Your team spends time planning out the details of their task. As players, we skip past most of that. Since you can use flashbacks to jump back to preparation when it becomes relevant, there’s no reason to dive into it now.
All you have to do is choose what type of plan your team has already made. There’s no need to sweat all the little details and try to cover every eventuality ahead of time, because the engagement roll (detailed below) ultimately determines how much trouble you’re in when the plan is put in motion. No plan is ever perfect. You can’t account for everything. This system assumes that there’s always some unknown factors and trouble—major or minor—in every operation; you just have to make the best of it.
Before you start planning your venture, the group sets the stage for the upcoming action together.
Set the Stage
The group will go through a series of questions to create some of the possible obstacles together. GMs can take inspiration from what their players put forward, and players can use the information they gain as if it was gathered during research before the venture. It is fine to provide short responses or say what comes to mind first. Think of these answers as springboards to use once you jump into the action.
Alternate between the GM and players each asking a question. Continue until every player has asked one question.
What is the biggest threat?
What is the unseen threat?
What detail of the threat's operation is often overlooked?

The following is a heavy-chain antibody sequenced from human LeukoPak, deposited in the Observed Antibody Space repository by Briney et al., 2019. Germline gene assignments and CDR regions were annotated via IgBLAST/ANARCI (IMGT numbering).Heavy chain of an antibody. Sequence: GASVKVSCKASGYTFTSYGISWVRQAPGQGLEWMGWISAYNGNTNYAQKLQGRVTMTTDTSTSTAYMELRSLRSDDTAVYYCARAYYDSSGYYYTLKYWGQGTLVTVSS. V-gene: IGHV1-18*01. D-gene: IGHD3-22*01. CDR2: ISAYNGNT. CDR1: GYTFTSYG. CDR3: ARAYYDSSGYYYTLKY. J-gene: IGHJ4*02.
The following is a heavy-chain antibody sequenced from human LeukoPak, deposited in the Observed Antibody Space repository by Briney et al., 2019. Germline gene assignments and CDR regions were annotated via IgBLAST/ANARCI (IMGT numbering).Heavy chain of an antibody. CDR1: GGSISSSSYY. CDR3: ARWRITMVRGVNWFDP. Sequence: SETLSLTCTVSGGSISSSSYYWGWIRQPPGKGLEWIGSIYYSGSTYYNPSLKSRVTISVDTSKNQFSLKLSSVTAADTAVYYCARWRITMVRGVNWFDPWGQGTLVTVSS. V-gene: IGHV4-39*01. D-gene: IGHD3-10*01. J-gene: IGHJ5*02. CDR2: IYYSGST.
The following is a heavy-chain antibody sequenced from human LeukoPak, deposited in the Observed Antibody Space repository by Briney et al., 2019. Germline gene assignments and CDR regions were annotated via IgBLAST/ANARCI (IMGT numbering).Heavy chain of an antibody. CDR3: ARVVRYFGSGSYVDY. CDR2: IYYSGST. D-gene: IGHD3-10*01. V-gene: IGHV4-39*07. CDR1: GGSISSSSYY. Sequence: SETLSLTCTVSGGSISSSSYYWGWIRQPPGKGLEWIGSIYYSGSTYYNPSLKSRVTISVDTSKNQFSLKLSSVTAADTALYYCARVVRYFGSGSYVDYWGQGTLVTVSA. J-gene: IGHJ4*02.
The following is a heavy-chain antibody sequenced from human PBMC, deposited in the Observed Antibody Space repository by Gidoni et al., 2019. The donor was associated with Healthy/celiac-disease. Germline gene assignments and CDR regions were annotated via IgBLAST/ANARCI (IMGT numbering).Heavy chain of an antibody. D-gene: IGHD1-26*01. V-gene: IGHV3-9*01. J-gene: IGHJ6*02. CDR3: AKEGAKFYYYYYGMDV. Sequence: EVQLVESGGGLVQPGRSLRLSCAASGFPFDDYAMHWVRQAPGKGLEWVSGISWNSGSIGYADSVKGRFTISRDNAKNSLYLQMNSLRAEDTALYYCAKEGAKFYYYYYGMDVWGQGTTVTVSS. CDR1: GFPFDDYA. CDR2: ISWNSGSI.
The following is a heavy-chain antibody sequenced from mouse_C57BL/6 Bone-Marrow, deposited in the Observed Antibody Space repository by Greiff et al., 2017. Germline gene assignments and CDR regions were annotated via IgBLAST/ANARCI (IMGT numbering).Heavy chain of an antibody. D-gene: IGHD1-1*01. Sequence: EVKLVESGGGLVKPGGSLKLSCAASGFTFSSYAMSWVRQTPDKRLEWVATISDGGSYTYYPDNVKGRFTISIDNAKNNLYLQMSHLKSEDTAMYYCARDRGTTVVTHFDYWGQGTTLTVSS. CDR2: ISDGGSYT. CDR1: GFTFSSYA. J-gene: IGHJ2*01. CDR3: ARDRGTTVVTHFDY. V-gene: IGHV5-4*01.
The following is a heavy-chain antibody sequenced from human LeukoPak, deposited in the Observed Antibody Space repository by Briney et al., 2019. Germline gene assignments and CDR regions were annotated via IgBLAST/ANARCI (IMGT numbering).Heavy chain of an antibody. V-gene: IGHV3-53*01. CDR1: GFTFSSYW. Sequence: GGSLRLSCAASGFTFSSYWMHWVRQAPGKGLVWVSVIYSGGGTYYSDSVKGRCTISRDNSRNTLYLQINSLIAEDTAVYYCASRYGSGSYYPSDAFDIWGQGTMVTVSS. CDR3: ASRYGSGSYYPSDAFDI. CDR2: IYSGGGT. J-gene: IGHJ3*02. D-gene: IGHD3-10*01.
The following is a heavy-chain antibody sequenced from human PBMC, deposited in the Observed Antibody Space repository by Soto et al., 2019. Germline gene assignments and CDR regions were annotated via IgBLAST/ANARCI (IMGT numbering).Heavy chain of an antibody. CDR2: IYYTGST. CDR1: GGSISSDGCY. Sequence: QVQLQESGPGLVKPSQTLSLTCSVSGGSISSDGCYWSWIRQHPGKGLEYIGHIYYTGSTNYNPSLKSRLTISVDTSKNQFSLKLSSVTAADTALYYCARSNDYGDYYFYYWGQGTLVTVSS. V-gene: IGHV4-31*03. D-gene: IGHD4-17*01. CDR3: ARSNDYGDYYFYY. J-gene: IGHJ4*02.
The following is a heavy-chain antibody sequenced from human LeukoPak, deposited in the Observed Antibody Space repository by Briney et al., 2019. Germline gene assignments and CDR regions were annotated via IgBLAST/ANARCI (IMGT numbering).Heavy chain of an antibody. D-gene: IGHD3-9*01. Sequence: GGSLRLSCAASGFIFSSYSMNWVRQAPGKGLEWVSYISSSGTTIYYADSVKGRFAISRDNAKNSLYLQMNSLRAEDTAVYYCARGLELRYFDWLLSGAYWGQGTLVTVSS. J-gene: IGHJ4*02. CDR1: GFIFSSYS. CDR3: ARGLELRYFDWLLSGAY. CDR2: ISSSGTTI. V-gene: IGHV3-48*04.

Who is an unseen ally?
How could this venture escalate local tensions?
What potential danger worries you the most?
How do these threats scare (or intimidate) their enemies?
Which of your Contacts told you about the unseen threat?
Which of your Contacts told you about the unseen ally?
Which of your Contacts could be hurt by this venture?
Making a Plan
Now that your group knows some of what they face during the venture, it’s time to plan your approach.
There are seven different plans, each with a missing detail you need to provide (see the list below). To “plan a venture,” simply choose the plan and supply the detail. Then the GM will cut to the action as the first moments of the venture unfold.
Each venture you undertake will involve a major obstacle or series of obstacles. Your plan is only intended to take you to the first one. As the saying goes, no plan survives contact with the enemy, so don’t worry too much about which plan you choose.
More than anything, this plan sets the opening scene of your venture. You can think of it as shaping the opening tone. Does your group want to open on a tense scene of intimidation? Choose the force plan. Do you want to begin with the chaos of a large crowd demanding answers? Chose the rally plan. Want the quiet strain of ducking guards? Choose a stealth plan. And so on.
When you choose a plan, you provide a missing detail. This helps give some additional direction to the opening scene and explains, in broad terms, how you launched this plan. If you are using a cunning plan to out-maneuver a hostile gang, explain what special insight or knowledge you have to gain the upper hand. If you want to sow discontent in the over-air conditioned cubicles of your local corporation, name the point of contention you use to build dissent.
Players can make up the detail or gather information from town: describe how you seek out the information and roll. The GM will provide the detail, its viability tailored to the success of your roll.
After the plan and detail are in place, each player chooses their character’s load. This indicates how much stuff they’re carrying on the venture and how others perceive them.
They don’t have to select individual items—just the maximum amount they’ll have access to during the venture. Characters have access to all the items on their playbook. Items require load equal to the number of checkboxes next to them. Items in italics take up no load.